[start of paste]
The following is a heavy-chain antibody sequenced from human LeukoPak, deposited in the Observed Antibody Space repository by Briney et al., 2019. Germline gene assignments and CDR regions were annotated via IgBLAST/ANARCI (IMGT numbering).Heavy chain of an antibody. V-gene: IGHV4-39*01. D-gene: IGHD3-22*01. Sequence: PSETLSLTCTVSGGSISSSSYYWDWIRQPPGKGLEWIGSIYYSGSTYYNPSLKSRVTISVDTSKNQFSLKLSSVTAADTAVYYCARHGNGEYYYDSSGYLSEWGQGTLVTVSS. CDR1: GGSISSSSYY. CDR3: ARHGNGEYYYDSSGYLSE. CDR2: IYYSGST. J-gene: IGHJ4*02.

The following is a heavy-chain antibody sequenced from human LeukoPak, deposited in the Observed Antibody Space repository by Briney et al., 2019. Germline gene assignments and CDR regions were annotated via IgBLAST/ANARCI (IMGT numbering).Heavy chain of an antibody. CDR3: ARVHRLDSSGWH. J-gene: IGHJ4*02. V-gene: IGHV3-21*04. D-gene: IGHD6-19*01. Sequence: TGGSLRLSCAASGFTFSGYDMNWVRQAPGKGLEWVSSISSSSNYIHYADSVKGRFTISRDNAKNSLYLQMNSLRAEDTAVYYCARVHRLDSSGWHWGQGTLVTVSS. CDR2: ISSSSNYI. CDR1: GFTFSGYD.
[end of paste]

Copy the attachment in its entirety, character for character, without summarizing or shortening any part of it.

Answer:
The following is a heavy-chain antibody sequenced from human LeukoPak, deposited in the Observed Antibody Space repository by Briney et al., 2019. Germline gene assignments and CDR regions were annotated via IgBLAST/ANARCI (IMGT numbering).Heavy chain of an antibody. V-gene: IGHV4-39*01. D-gene: IGHD3-22*01. Sequence: PSETLSLTCTVSGGSISSSSYYWDWIRQPPGKGLEWIGSIYYSGSTYYNPSLKSRVTISVDTSKNQFSLKLSSVTAADTAVYYCARHGNGEYYYDSSGYLSEWGQGTLVTVSS. CDR1: GGSISSSSYY. CDR3: ARHGNGEYYYDSSGYLSE. CDR2: IYYSGST. J-gene: IGHJ4*02.

The following is a heavy-chain antibody sequenced from human LeukoPak, deposited in the Observed Antibody Space repository by Briney et al., 2019. Germline gene assignments and CDR regions were annotated via IgBLAST/ANARCI (IMGT numbering).Heavy chain of an antibody. CDR3: ARVHRLDSSGWH. J-gene: IGHJ4*02. V-gene: IGHV3-21*04. D-gene: IGHD6-19*01. Sequence: TGGSLRLSCAASGFTFSGYDMNWVRQAPGKGLEWVSSISSSSNYIHYADSVKGRFTISRDNAKNSLYLQMNSLRAEDTAVYYCARVHRLDSSGWHWGQGTLVTVSS. CDR2: ISSSSNYI. CDR1: GFTFSGYD.